Raghuram Rajan, former Reserve Bank of India (RBI) governor, said that said the central bank is like a seat belt, and without it, one could get into an accident. Speaking exclusively to CNBC-TV18, Rajan, who is now the Katherine Dusak Miller Distinguished Service Professor of Finance at the University of Chicago Booth School of Business, said: "Once you have appointed a governor or deputy governor, you should listen to them." He commended RBI's deputy governor Viral Acharya for warning the government in support of RBI's autonomy.
Tensions between the finance ministry and the RBI have risen since Viral Acharya said in a speech recently that undermining a central bank's independence could be "potentially catastrophic", an indication that the regulator is pushing back hard against government pressure to relax its policies and reduce its powers.
Rajan, however, was of the view that the rift between the government and the central bank could be resolved if both sides respect each other's intent. He also pointed to the liberty that the RBI has where it can refuse to comply if the government pushes it to be lenient. He said the government could make its case to the bank and leave it to the latter to take a call on it.
The RBI board's objective is to protect the institute and not serve other interests, Rajan emphasised, adding, "Running over a central bank has not been good for any economy."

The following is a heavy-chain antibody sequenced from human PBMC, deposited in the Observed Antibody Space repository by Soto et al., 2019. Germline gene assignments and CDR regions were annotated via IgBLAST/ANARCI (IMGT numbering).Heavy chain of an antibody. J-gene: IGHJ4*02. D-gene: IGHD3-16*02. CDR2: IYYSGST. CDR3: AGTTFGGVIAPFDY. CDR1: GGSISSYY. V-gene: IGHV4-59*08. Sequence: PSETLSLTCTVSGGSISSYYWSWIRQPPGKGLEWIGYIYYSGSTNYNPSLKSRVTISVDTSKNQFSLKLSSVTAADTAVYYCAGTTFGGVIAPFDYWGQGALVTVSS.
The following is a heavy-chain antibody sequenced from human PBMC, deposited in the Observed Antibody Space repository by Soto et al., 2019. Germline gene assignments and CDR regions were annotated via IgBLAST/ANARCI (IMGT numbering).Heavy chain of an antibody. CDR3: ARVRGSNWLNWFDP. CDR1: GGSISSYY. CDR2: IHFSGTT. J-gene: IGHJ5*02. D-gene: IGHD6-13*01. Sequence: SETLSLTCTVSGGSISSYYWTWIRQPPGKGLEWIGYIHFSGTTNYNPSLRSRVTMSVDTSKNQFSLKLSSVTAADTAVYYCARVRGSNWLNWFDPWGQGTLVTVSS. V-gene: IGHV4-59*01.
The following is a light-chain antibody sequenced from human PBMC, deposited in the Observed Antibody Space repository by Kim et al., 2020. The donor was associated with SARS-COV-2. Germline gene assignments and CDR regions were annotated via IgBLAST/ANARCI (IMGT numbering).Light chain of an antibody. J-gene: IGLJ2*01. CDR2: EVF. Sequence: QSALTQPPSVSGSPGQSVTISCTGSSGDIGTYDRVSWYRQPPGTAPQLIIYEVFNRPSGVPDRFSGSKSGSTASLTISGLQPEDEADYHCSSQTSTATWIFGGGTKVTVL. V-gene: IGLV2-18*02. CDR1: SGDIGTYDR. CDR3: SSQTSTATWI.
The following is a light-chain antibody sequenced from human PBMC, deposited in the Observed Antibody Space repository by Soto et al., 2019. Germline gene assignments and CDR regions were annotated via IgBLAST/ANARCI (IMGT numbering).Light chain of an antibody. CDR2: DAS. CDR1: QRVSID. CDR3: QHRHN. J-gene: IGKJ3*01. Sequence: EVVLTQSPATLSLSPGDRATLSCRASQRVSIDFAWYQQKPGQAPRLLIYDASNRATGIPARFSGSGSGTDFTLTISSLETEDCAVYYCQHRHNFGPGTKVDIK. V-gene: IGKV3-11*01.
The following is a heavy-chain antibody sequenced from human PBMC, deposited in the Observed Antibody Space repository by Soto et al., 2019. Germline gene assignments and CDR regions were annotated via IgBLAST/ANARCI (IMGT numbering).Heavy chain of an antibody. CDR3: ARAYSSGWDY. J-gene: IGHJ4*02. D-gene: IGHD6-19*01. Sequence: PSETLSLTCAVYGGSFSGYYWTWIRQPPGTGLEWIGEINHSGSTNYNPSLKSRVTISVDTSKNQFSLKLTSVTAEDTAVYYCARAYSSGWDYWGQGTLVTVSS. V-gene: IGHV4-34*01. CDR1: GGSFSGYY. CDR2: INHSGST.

The RBI needs to examine the liquidity problem of non-banking finance companies (NBFCs) more closely and solve the issue by putting liquidity in the market, Rajan said.
The series of loan defaults by the Infrastructure and Leasing Financial Services (IL&FS) has resulted in doubts over financial soundness of the non-banking finance companies.
On Friday, the RBI allowed banks to provide partial credit enhancement (PCE) to bonds issued by NBFCs and housing finance companies registered with the RBI and housing finance companies (HFCs) registered with the National Housing Bank. This was aimed at enhancing credit rating of bonds and for NBFCs to get funds from the bond market on better terms.
NBFCs account for 17-18 percent of assets and currently, the problem is manageable, Rajan said, adding that the government can contemplate a bailout option if the liquidity problem persists in the NBFC companies. "In general, central banks avoid lending to direct entities. Lending to direct entities involves credit evaluation. Central banks are not in fiscal function of bailing out entities," Rajan said.
The country was in a much better situation in terms of inflations, said Rajan. He said the government and the RBI should be given credit for keeping inflation at lower levels. However, he raised concerns on the current account deficit (CAD) which has been increasing. The CAD widened to 2.4 percent of the GDP in the first quarter of 2018-19.
On central banks
Tightening of monetary policy will be witnessed across the world in the future, said Rajan, who was the former chief economist at the International Monetary Fund. During its October monetary policy review, RBI kept the key repo rate unchanged at 6.50 percent.
Regarding the US Federal Reserves rate hike, Rajan said the US has the benefit of a substantial fiscal stimulus. However, he said that the employment data would determine if the Fed could continue to hike rates.